The medical community continues to learn more about the evolving nature of Covid-19. Dr Unben Pillay, ceo of the Alliance of South African Independent Practitioners Associations (Asaipa), gives Travel News an update on how the latest knowledge about the virus is likely to shape international travel in and out of South Africa in the future.
What do we know about the virus now that we didn’t know a year ago?
We have learnt that COVID-19 is good at mutating, which isn’t great news, as the initial vaccines were developed based on the properties of the original COVID-19 strain. The newness of the new strains also means that there is little research available about how effective the existing vaccines are against the new variants, which makes it difficult for governments to make policy decisions based on conclusive evidence.
Wasn’t the vaccine supposed to be ‘the solution’, causing the vaccine to die out when communities reached herd immunity levels?
In theory this is how herd immunity is supposed to work but current evidence shows that individuals vaccinated with the existing vaccines can still catch and transmit the various COVID-19 variants. The vaccines that are currently in existence don’t completely eradicate the virus, but there is strong evidence that they substantially reduce the link between catching a COVID-19 virus strain and being hospitalised. This means that while vaccinated patients may still experience flu-like symptoms if they catch COVID-19, they are in a lot less danger of dying. However, these conclusions are based on the effectiveness of existing vaccines against the initial COVID-19 strains, and we still don’t know how effective vaccines will prove to be when combating new strains of the virus.
While there was an initial rush from wealthy Western countries to get their hands on the first vaccines and to achieve herd immunity within their communities to protect them, this strategy left the virus to spread and mutate unchecked in poorer parts of the world, like in Africa and Asia. This has meant that vaccinated Western populations have found themselves still vulnerable to the new emerging strains of the virus. We are now seeing a shift in outlook from these countries as they realise how important it is for countries to work together to combat the spread of the virus on a global scale.
President Ramaphosa has addressed this publicly, saying one of the major challenges that South Africa has faced in expanding its vaccination programme was the availability of vaccine doses. The President welcomed the agreement between the EU and the African Union to deliver 17 million Johnson & Johnson vaccine doses to South Africa and the African continent over the next three months and to double this number of doses monthly from October. He also mentioned that there had been a recent commitment by Johnson & Johnson to allow the vaccine to be produced in South Africa and welcomed President Joe Biden’s announcement that the United States would donate 15-20 million doses of the Pfizer vaccine to African countries. He also said it was good news that SAHPRA had approved the Chinese-manufactured CoronaVac vaccine for use in South Africa.
So what does this mean for travel?
Right now, while there is a limited stock of vaccines, people need to take the vaccine brand that they are given. It seems likely that we will have to learn to live with this virus for a number of years to come, so, as vaccines become more readily available, we will probably get to a point where travellers will look at the prevalent strain in a particular country at the time of travel and will take a vaccine update of a particular brand that has been proved to be most effective against combating that strain shortly before they travel. We are already seeing evidence of this, as many countries have started to mix dose one and dose two of a particular vaccine in order to give people a wider level of protection against multiple strains. It is highly likely that, in years to come, people will start to take yearly vaccine update shots, similar to how the flu vaccine is administered today.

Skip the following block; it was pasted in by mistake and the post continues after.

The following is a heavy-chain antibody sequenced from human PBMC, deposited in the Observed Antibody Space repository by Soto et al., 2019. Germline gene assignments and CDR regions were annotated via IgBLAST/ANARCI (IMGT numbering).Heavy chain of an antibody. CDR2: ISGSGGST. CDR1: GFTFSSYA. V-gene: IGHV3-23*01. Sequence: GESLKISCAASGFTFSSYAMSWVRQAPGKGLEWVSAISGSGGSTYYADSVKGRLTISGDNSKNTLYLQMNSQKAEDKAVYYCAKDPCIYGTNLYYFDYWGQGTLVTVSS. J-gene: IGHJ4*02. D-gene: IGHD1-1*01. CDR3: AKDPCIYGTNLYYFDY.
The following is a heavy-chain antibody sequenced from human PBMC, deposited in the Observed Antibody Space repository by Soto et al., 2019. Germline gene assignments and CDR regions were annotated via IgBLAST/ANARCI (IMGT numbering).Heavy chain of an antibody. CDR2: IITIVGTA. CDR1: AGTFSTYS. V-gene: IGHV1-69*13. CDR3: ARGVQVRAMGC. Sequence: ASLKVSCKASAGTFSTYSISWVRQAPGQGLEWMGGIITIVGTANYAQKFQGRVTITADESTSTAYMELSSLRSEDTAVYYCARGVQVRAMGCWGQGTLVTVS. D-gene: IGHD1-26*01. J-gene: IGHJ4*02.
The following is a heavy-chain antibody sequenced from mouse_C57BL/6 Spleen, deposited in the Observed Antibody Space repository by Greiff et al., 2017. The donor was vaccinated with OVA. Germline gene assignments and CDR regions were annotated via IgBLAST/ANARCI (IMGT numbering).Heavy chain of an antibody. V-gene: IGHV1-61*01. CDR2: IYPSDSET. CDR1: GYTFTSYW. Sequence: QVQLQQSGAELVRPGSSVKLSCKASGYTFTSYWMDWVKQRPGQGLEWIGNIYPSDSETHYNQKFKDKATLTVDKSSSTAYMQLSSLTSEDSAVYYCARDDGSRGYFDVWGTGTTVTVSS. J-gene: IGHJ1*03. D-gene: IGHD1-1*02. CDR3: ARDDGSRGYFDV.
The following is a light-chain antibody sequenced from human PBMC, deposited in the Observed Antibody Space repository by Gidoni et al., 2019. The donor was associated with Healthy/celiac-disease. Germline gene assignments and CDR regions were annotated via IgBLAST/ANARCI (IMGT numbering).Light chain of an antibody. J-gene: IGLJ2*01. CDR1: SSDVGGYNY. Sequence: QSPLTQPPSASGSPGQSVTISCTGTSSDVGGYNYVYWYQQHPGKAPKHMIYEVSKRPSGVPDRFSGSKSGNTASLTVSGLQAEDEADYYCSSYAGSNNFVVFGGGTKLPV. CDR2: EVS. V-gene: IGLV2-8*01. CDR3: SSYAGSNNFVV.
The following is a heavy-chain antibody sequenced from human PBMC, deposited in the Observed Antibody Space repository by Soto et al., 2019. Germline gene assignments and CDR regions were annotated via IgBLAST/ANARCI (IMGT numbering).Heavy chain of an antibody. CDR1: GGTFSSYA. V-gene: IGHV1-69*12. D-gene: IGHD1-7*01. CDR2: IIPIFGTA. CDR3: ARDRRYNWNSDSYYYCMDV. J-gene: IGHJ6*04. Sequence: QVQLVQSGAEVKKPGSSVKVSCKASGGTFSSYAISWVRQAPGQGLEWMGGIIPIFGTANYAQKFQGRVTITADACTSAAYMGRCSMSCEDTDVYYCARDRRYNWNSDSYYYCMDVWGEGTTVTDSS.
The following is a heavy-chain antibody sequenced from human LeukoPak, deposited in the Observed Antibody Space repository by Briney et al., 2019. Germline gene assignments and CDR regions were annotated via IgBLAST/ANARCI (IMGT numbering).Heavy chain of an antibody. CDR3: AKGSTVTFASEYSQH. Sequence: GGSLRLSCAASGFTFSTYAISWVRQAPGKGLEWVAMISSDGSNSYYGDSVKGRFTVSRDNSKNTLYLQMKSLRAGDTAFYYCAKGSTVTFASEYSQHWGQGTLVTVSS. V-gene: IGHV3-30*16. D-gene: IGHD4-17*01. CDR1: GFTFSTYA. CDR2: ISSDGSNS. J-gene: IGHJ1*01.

The ‘SA variant’ rampaged through the country, and dozens of countries introduced bans against travellers who had been in South Africa. At the time, it was reported that the Johnson & Johnson vaccine was most effective against the SA variant but many of South Africa’s top tourism source markets, such as the UK, have administered millions of AstraZeneca vaccines to their populations. AstraZeneca is reported to have relatively low effectiveness against the South African variant. What does this mean for inbound tourism to South Africa? Will Europeans vaccinated with AstraZeneca choose not to travel to South Africa due to the low resistance of this strain to the SA variant?
The situation is very fluid. At present the prevalent strain in South Africa is the Delta variant and not the SA variant. There is also a highly infectious Lambda variant that originated in South America and has now been detected in more than 30 countries around the world.
Interestingly, current research indicates that AstraZeneca is highly effective against the Delta variant, which means that international tourists who have been vaccinated with this brand can be reassured that they will be effectively protected should they travel to South Africa over the next few months, while the Delta variant remains the prevalent one.
If the SA strain isn’t prevalent in South Africa any longer, is there a medical or scientific reason why the travel bans against travellers from South Africa have not been lifted yet?
Countries remain extremely nervous about travel at present due to the mutations that are originating in different parts of the world, which may put their communities at risk. A fast and extensive roll-out of South Africa’s vaccine programme is likely to play a key part in the lifting of these bans down the line.